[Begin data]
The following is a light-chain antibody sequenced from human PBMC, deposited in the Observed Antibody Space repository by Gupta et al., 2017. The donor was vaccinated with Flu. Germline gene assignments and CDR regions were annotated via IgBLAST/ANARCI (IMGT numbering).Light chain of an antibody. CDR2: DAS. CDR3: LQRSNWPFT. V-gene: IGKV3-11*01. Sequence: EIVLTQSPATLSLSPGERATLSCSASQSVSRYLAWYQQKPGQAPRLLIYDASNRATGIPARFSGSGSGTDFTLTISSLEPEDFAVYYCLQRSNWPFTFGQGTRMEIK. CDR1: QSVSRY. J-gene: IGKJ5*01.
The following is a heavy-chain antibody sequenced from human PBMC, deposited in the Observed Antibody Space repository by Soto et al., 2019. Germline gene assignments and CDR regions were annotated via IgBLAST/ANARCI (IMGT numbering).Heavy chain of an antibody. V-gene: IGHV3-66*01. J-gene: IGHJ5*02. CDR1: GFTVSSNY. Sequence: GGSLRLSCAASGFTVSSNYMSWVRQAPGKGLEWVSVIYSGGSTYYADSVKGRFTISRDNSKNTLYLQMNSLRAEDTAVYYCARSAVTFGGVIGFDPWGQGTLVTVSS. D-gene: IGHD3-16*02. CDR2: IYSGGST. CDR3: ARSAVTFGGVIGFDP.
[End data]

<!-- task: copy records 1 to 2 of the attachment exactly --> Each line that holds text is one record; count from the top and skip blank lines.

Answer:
The following is a light-chain antibody sequenced from human PBMC, deposited in the Observed Antibody Space repository by Gupta et al., 2017. The donor was vaccinated with Flu. Germline gene assignments and CDR regions were annotated via IgBLAST/ANARCI (IMGT numbering).Light chain of an antibody. CDR2: DAS. CDR3: LQRSNWPFT. V-gene: IGKV3-11*01. Sequence: EIVLTQSPATLSLSPGERATLSCSASQSVSRYLAWYQQKPGQAPRLLIYDASNRATGIPARFSGSGSGTDFTLTISSLEPEDFAVYYCLQRSNWPFTFGQGTRMEIK. CDR1: QSVSRY. J-gene: IGKJ5*01.
The following is a heavy-chain antibody sequenced from human PBMC, deposited in the Observed Antibody Space repository by Soto et al., 2019. Germline gene assignments and CDR regions were annotated via IgBLAST/ANARCI (IMGT numbering).Heavy chain of an antibody. V-gene: IGHV3-66*01. J-gene: IGHJ5*02. CDR1: GFTVSSNY. Sequence: GGSLRLSCAASGFTVSSNYMSWVRQAPGKGLEWVSVIYSGGSTYYADSVKGRFTISRDNSKNTLYLQMNSLRAEDTAVYYCARSAVTFGGVIGFDPWGQGTLVTVSS. D-gene: IGHD3-16*02. CDR2: IYSGGST. CDR3: ARSAVTFGGVIGFDP.